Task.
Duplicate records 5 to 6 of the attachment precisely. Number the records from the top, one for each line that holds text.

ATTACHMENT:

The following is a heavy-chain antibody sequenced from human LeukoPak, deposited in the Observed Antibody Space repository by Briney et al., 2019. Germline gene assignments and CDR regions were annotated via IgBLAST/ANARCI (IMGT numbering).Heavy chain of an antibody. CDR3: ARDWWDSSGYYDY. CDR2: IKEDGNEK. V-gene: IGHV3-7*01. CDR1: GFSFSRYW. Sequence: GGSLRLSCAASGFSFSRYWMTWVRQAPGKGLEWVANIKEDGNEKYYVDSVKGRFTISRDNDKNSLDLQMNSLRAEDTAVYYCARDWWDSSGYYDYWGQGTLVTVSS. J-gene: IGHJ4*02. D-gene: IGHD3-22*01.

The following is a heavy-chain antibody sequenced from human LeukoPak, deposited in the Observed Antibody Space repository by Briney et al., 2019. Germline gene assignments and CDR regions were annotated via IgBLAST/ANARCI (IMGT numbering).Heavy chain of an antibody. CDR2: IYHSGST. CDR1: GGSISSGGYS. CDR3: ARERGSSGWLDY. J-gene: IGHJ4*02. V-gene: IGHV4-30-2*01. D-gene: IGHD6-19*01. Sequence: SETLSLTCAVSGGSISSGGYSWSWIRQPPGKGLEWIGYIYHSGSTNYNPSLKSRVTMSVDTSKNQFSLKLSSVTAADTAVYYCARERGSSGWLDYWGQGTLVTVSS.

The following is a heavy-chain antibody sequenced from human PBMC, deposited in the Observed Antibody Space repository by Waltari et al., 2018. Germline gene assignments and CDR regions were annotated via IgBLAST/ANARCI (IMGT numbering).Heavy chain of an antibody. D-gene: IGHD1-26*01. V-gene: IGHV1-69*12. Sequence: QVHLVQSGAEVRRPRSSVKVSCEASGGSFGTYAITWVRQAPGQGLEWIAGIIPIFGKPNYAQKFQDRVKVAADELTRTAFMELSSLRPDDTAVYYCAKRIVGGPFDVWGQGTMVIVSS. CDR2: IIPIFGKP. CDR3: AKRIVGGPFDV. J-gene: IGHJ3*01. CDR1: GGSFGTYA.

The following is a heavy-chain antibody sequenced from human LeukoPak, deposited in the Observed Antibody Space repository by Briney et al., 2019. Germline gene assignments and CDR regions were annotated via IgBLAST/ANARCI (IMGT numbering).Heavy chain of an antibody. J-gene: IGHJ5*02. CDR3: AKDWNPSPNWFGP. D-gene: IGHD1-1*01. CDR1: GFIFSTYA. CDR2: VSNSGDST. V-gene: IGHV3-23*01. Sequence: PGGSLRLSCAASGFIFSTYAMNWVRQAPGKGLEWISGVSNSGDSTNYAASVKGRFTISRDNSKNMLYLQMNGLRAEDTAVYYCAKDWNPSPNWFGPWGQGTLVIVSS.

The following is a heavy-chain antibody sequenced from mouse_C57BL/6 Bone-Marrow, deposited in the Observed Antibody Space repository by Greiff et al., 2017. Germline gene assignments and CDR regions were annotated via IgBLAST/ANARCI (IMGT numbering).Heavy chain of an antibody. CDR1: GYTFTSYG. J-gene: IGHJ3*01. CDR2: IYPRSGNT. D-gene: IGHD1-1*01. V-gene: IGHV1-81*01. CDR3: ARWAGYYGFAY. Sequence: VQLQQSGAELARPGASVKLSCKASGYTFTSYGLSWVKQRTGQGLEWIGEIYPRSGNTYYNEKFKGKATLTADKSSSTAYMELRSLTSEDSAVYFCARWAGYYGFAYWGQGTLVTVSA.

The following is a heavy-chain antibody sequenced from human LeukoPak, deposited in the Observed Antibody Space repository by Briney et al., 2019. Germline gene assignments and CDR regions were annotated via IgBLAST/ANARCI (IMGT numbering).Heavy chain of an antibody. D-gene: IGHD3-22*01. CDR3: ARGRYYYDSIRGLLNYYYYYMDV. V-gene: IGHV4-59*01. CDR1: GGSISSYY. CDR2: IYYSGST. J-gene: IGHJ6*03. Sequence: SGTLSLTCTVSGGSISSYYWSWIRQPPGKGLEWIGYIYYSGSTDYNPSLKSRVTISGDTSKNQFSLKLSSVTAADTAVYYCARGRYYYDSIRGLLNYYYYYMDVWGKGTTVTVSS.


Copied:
The following is a heavy-chain antibody sequenced from mouse_C57BL/6 Bone-Marrow, deposited in the Observed Antibody Space repository by Greiff et al., 2017. Germline gene assignments and CDR regions were annotated via IgBLAST/ANARCI (IMGT numbering).Heavy chain of an antibody. CDR1: GYTFTSYG. J-gene: IGHJ3*01. CDR2: IYPRSGNT. D-gene: IGHD1-1*01. V-gene: IGHV1-81*01. CDR3: ARWAGYYGFAY. Sequence: VQLQQSGAELARPGASVKLSCKASGYTFTSYGLSWVKQRTGQGLEWIGEIYPRSGNTYYNEKFKGKATLTADKSSSTAYMELRSLTSEDSAVYFCARWAGYYGFAYWGQGTLVTVSA.

The following is a heavy-chain antibody sequenced from human LeukoPak, deposited in the Observed Antibody Space repository by Briney et al., 2019. Germline gene assignments and CDR regions were annotated via IgBLAST/ANARCI (IMGT numbering).Heavy chain of an antibody. D-gene: IGHD3-22*01. CDR3: ARGRYYYDSIRGLLNYYYYYMDV. V-gene: IGHV4-59*01. CDR1: GGSISSYY. CDR2: IYYSGST. J-gene: IGHJ6*03. Sequence: SGTLSLTCTVSGGSISSYYWSWIRQPPGKGLEWIGYIYYSGSTDYNPSLKSRVTISGDTSKNQFSLKLSSVTAADTAVYYCARGRYYYDSIRGLLNYYYYYMDVWGKGTTVTVSS.